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Today was another one of those days in the stock markets. Up a couple hundred points, then down a couple hundred points. Like it's nothing at all. In fact, except for the past couple of months, it's incredibly unusual. For decades now, longer actually, the theory was that free markets in equities and everything else are self-correcting. They act rationally. Now, though, economists are looking for new theories to help understand what's going on. Janet Babin reports from the Marketplace Innovations Desk at North Carolina Public Radio.
Think back to Econ 101, you probably remember studying this guy:
Milton Friedman. He had a theory about economics -- madly popular for the past 50-plus years. Professor Brad DeLong at the University of California, Berkeley, sums it up this way.
Brad DeLong: His theory was the market is always right.
And, that markets are rational.
If a company posted good results, that should up its stock price. Bad results should have the opposite effect.
The efficiency of the markets would take speculators out and reward responsible investors in the long haul.
Problem is, the theory hasn't worked so well lately. Markets have gone rogue, hedge funds have blown up, large investment banks have become extinct and credit is beyond tight.
DeLong says researchers are scrambling to find a solution.
DeLong: Why doesn't the magic of market weed these gamblers out of their high financial positions fast enough that we can trust these markets. And that I think is the important, open issue in economic theory and what everyone is trying to work on.
Frantically trying to work on. Economists are behind closed doors dissecting the financial crisis to create the next big theory. One that explains why the markets aren't rational.
One idea getting attention is nearly the opposite of Milton Friedman's. It says that markets don't respond to outside events. Instead, they have their own internal, random dynamics.
They're complex and non-linear.
Yep, non-linear is where I started to get confused, too.
But Duke Law and Business professor Steven Schwarcz explains "non-linear" pretty well.
Steven Schwarcz: Events that you think will have one response might have a very different response.
Take traffic patterns. An accident on one side of the road shouldn't cause a back up on the other side, but you know it always does.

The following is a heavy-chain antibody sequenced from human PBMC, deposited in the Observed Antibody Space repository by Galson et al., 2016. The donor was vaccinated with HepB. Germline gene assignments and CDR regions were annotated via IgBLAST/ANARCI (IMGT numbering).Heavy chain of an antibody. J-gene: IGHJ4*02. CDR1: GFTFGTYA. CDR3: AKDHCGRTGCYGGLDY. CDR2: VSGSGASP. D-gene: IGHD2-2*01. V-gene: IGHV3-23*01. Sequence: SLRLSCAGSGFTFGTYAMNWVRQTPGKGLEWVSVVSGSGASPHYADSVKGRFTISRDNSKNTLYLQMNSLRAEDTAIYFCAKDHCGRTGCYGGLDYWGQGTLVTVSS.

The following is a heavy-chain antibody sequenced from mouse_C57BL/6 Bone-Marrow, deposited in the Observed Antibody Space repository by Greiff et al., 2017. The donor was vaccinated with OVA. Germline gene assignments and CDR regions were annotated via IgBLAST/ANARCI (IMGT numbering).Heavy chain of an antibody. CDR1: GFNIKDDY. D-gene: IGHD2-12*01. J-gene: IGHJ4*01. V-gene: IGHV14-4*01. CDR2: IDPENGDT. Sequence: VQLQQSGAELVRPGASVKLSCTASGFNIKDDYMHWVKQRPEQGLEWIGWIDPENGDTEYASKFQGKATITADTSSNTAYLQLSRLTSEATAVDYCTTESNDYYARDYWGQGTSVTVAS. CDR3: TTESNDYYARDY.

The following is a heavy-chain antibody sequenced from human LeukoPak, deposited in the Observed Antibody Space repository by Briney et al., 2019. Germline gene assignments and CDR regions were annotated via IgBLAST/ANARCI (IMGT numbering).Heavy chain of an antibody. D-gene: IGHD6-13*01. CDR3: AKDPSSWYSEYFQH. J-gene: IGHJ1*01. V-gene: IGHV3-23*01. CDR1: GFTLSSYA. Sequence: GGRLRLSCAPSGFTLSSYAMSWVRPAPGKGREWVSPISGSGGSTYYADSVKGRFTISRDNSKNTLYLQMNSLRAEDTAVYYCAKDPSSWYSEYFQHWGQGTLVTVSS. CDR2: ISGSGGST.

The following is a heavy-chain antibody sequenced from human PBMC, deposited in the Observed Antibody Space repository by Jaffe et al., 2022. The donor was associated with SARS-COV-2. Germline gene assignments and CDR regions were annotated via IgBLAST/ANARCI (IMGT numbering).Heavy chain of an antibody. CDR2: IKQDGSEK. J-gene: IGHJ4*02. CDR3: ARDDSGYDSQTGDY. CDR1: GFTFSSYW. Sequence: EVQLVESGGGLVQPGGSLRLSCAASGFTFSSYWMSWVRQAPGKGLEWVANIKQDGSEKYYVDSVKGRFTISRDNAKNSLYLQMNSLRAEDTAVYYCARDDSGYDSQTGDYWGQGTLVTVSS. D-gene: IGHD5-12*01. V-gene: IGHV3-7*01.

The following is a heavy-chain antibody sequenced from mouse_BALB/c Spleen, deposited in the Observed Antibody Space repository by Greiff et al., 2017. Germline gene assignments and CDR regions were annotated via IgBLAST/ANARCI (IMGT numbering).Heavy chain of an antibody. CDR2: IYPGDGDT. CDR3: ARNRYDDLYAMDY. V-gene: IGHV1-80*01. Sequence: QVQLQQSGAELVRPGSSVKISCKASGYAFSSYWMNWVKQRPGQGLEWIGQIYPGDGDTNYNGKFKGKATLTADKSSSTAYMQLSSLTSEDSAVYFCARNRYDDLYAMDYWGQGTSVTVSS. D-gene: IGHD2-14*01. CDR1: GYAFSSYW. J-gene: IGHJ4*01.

It's the same with markets. One little thing happens somewhere, oh I don't know, say, a relatively small percentage of sub prime mortgages blows up, and bam.
Schwarcz: You have market consequences that you would not expect in advance.
Like the collapse of the housing and credit markets and a global economic meltdown. So much for balance. When engineers tackle chaotic systems, they put backstops in place. A circuit breaker to stop a total blackout or emergency brakes to prevent a runaway train. Schwarcz has clamored for the same type of market safeguards for the past year. He urged the government to take a stake in troubled banks.
Schwarcz: I certainly feel that I've been crying in the wind and no one listens.
The more radical the theory, the harder it becomes to be heard.
Andrew Lo, a still-successful hedge fund manager and MIT professor knows something about that. His concept is called the Adaptive Market Hypothesis. It holds that markets mirror human behavior that's often irrational. To research his theory, he strapped electrodes onto traders in simulated market sessions. He monitored their blood pressure, pulse and other responses.
Lo says markets are efficient, so long as things stay calm. But during stressful times, like now, when people are panicked?
Andrew Lo: The emotional aspects dominate, and then you're going to see very strong reaction that will not correspond to the traditional models that we're used to applying to markets.
Lo's been using the new model at his hedge fund. Meanwhile, mainstream economists are still hard at work on their own theories, hoping to become the next Milton Friedman.
In Durham, North Carolina, I'm Janet Babin for Marketplace.